But here’s a weirder WOO: the odd effect of vibration on stretching, a weird little body hack. Many people can suddenly stretch further — significantly increased range of motion — right after their muscles are shaken (not stirred).567 And it lasts! Increasing flexibility is substantially or entirely about building up neurological tolerance of stretch, so the experience of stretching quite a bit further than usual is easy for the nervous system to remember — “Oh, I learned I can stretch that far without tearing anything. Righto then, I’ll keep going that far!” This is an interesting but exotic example, based on a phenomenon that not many people know about (or need, frankly — flexibility is overrated).
So, in a sense, a WOO is created not just by any effective treatment, but almost anything that makes patients feel better in any meaningful way. That sounds great, but there’s a dark side to it as well: there are shockingly few effective treatments for chronically painful conditions. Back pain, for instance, is one of the most notoriously untreatable conditions in all of medicine89 — which means that finding good WOO-generators for back pain patients is quite a challenge.
But the best quality of the WOO is that it doesn’t actually have to create a lasting benefit to be meaningful. In fact, it’s transient almost by definition — it’s a window of opportunity, not a hangar-bay-door of opportunity. And this is why WOO can be both used and overused as a justification for treatments like massage or chiropractic adjustment, which have notoriously ephemeral benefits for most patients, most of the time.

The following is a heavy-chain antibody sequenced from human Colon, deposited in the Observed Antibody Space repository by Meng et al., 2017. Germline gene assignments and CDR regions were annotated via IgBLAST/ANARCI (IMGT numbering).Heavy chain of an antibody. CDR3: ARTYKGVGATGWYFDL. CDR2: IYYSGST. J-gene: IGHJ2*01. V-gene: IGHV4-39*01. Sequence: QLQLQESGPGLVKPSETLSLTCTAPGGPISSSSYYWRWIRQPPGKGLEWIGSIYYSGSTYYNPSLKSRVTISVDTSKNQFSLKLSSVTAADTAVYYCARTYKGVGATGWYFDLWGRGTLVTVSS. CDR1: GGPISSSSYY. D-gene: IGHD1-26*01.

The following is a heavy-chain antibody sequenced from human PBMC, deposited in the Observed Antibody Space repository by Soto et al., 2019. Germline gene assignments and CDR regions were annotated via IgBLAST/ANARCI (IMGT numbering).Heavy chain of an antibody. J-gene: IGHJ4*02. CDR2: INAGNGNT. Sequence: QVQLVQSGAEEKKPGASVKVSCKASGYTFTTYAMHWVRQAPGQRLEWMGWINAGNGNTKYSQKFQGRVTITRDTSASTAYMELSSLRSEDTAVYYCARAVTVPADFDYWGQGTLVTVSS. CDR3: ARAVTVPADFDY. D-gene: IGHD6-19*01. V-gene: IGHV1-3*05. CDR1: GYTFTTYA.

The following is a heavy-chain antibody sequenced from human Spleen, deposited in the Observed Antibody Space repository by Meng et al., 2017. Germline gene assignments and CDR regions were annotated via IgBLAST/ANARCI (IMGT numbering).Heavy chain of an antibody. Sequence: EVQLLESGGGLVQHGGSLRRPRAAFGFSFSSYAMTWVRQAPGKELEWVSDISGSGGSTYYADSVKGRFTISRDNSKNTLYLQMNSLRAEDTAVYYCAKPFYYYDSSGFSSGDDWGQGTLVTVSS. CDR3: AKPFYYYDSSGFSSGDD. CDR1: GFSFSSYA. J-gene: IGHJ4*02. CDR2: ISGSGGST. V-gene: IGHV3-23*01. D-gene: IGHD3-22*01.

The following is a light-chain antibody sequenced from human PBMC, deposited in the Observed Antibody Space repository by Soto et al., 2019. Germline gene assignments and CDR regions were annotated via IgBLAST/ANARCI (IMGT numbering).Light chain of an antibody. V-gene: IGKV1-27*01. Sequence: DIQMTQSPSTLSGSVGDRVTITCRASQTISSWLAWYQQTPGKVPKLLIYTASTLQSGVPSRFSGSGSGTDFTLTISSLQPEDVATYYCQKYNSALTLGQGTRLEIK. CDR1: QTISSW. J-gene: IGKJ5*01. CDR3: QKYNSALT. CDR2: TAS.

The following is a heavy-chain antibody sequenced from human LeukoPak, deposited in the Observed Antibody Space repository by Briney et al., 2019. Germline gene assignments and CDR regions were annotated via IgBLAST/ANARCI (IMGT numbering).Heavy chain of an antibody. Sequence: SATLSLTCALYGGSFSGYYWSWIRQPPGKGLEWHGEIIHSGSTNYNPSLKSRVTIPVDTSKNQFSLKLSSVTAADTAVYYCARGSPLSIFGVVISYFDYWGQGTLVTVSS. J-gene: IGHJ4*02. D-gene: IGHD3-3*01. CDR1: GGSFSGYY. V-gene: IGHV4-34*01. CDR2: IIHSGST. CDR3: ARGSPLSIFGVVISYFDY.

- Vibration Therapy — Whole lotta shakin’ going on! An odd rehab option for muscular inhibition (as in some cases of frozen shoulder)
- The Role of “Spasm” in Frozen Shoulder — How to identify cases of functional frozen shoulder, dominated by muscular inhibition
About Paul Ingraham
I am a science writer, former massage therapist, and I was the assistant editor at ScienceBasedMedicine.org for several years. I have had my share of injuries and pain challenges as a runner and ultimate player. My wife and I live in downtown Vancouver, Canada. See my full bio and qualifications, or my blog, Writerly. You might run into me on Facebook or Twitter.
- Basic Self-Massage Tips for Myofascial Trigger Points — Learn how to massage your own trigger points (muscle knots)
- Progressive Training — How to take “baby steps” to recovery from an injury or pain problem